On Writing, Tech, and Other Loquacities

The collected works of Lana Brindley: writer, speaker, blogger


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Chapter 2: Adventure & Reminiscences

This is chapter two in a blog series of the book “The Curse and its Cure. Vol I: The Ruins of Brisbane in the Year 2000”, written by Dr TP Lucas in 1894. You should probably read this post first: The curse and its cure. Vol I: The ruins of Brisbane in the Year 2000

Having now learned a little about the events that lead to Brisbane’s demise, our narrator and Mr and Mrs West are back on their (singular) boat on the Brisbane River. Mrs West notices a bird …

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The Curse and its Cure. Vol I: The Ruins of Brisbane in the Year 2000

Everyone in Australia knows (and probably loves) Dr Lucas’ Papaw ointment, in its iconic red tub. Great for chapped lips. But did you know that Dr Lucas was also a bit of a loony? His passion for pawpaw ran deep, including running a hospital devoted to the stuff in New Farm, Brisbane. His obsessions did not end at pawpaw, though. He also fancied himself a bit of a novelist, and wrote what is widely considered to be the first novel set in Brisbane. The novel, reportedly, is set in the year 2000, after Brisbane has been destroyed in a civil war between the Australian states. How did Brisbane come to lose the war? Because NSW, the dastardly lot, sent lady parachutists up into the skies above the city, and then shot us all while we were looking at their bloomers.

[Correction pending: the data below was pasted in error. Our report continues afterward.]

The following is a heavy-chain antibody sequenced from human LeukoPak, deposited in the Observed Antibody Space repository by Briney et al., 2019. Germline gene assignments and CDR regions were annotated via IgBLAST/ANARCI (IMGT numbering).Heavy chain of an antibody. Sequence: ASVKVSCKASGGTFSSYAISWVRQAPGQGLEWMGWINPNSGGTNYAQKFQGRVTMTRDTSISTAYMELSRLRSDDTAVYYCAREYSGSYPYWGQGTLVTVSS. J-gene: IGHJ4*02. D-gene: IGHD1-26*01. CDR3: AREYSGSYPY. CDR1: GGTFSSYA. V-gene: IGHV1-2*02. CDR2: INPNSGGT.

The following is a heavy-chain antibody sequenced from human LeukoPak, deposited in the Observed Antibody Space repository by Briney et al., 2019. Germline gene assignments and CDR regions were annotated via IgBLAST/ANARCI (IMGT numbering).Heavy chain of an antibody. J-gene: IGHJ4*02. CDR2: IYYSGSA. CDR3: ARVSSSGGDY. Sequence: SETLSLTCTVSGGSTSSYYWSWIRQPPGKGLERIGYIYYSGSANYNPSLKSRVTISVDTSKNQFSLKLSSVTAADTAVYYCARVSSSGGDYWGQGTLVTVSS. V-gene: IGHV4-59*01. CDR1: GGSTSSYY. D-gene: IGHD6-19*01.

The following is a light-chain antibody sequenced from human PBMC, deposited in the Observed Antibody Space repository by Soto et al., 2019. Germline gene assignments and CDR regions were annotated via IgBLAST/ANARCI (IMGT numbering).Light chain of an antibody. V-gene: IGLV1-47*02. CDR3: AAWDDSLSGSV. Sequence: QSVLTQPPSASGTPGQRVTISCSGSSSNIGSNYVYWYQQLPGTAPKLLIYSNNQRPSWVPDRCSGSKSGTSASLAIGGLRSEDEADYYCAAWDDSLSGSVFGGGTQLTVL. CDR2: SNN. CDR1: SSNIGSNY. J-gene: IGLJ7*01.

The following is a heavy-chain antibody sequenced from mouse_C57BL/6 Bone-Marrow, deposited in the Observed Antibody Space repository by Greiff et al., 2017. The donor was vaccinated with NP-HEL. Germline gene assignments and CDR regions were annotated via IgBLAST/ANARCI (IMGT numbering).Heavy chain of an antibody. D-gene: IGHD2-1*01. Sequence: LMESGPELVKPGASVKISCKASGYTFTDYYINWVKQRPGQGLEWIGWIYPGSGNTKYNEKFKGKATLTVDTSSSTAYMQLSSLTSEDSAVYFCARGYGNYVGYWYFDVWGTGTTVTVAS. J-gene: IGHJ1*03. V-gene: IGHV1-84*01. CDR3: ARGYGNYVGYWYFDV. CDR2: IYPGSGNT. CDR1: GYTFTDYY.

Well, that certainly got my attention. I set out to read the book …

The world is upside down. Every thinker acknowledges the fact. Everybody is dissatisfied and unhappy because it is so. All intelligent observers are satisfied that the world cannot be at rest until it is again righted, right side up. The question with the multitude is, “can it again be placed right side up.” (From the Preface, dated February 28, 1894)

In this post series, I’ll be summarising each chapter for you, starting, naturally, with …

Chapter I: A Sail up the Brisbane River

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Old and Antique Books

A photograph of a bookshelf, showing two shelves of old and antique books of various sizes and colours.

I am certain that it will surprise exactly no one that I have a large number of books in my (very small) apartment. The prize of the collection, though, is these two shelves. They hold a couple of books of modest value, and a large number of books that I have, for one reason or another, found interesting enough to purchase.

I have never bothered properly cataloguing them, but if my house were to burn down I would miss them very much, so I thought I would make some attempt to document what I have. Perhaps they are of interest to others, as well.

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